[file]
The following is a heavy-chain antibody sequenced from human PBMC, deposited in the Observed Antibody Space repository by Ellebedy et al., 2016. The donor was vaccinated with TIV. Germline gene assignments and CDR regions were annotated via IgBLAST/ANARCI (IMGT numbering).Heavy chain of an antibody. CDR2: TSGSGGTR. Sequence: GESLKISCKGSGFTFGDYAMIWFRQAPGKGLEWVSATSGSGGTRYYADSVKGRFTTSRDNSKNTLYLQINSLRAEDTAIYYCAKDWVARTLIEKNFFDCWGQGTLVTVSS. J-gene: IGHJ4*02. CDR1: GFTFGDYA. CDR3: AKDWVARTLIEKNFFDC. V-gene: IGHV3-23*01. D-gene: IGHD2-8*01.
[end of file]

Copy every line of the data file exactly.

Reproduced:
The following is a heavy-chain antibody sequenced from human PBMC, deposited in the Observed Antibody Space repository by Ellebedy et al., 2016. The donor was vaccinated with TIV. Germline gene assignments and CDR regions were annotated via IgBLAST/ANARCI (IMGT numbering).Heavy chain of an antibody. CDR2: TSGSGGTR. Sequence: GESLKISCKGSGFTFGDYAMIWFRQAPGKGLEWVSATSGSGGTRYYADSVKGRFTTSRDNSKNTLYLQINSLRAEDTAIYYCAKDWVARTLIEKNFFDCWGQGTLVTVSS. J-gene: IGHJ4*02. CDR1: GFTFGDYA. CDR3: AKDWVARTLIEKNFFDC. V-gene: IGHV3-23*01. D-gene: IGHD2-8*01.